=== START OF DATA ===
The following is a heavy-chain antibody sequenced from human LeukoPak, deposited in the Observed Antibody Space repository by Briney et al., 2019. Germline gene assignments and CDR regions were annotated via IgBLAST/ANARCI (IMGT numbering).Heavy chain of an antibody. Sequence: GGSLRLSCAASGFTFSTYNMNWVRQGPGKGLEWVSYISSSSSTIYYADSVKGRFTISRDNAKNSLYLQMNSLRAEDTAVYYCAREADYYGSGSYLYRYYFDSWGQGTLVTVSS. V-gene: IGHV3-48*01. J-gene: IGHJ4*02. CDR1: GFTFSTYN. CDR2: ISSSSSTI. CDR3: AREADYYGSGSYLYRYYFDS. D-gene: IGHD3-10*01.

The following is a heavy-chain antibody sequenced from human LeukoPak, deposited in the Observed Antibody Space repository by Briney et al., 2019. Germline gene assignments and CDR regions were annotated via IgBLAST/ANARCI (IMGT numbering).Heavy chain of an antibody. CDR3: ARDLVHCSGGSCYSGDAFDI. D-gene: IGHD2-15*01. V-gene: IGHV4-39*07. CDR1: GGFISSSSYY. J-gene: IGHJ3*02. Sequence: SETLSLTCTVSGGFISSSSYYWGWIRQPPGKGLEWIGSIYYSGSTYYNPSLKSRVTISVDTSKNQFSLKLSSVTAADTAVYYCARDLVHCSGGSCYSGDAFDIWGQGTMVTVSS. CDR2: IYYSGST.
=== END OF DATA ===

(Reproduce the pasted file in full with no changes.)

The following is a heavy-chain antibody sequenced from human LeukoPak, deposited in the Observed Antibody Space repository by Briney et al., 2019. Germline gene assignments and CDR regions were annotated via IgBLAST/ANARCI (IMGT numbering).Heavy chain of an antibody. Sequence: GGSLRLSCAASGFTFSTYNMNWVRQGPGKGLEWVSYISSSSSTIYYADSVKGRFTISRDNAKNSLYLQMNSLRAEDTAVYYCAREADYYGSGSYLYRYYFDSWGQGTLVTVSS. V-gene: IGHV3-48*01. J-gene: IGHJ4*02. CDR1: GFTFSTYN. CDR2: ISSSSSTI. CDR3: AREADYYGSGSYLYRYYFDS. D-gene: IGHD3-10*01.

The following is a heavy-chain antibody sequenced from human LeukoPak, deposited in the Observed Antibody Space repository by Briney et al., 2019. Germline gene assignments and CDR regions were annotated via IgBLAST/ANARCI (IMGT numbering).Heavy chain of an antibody. CDR3: ARDLVHCSGGSCYSGDAFDI. D-gene: IGHD2-15*01. V-gene: IGHV4-39*07. CDR1: GGFISSSSYY. J-gene: IGHJ3*02. Sequence: SETLSLTCTVSGGFISSSSYYWGWIRQPPGKGLEWIGSIYYSGSTYYNPSLKSRVTISVDTSKNQFSLKLSSVTAADTAVYYCARDLVHCSGGSCYSGDAFDIWGQGTMVTVSS. CDR2: IYYSGST.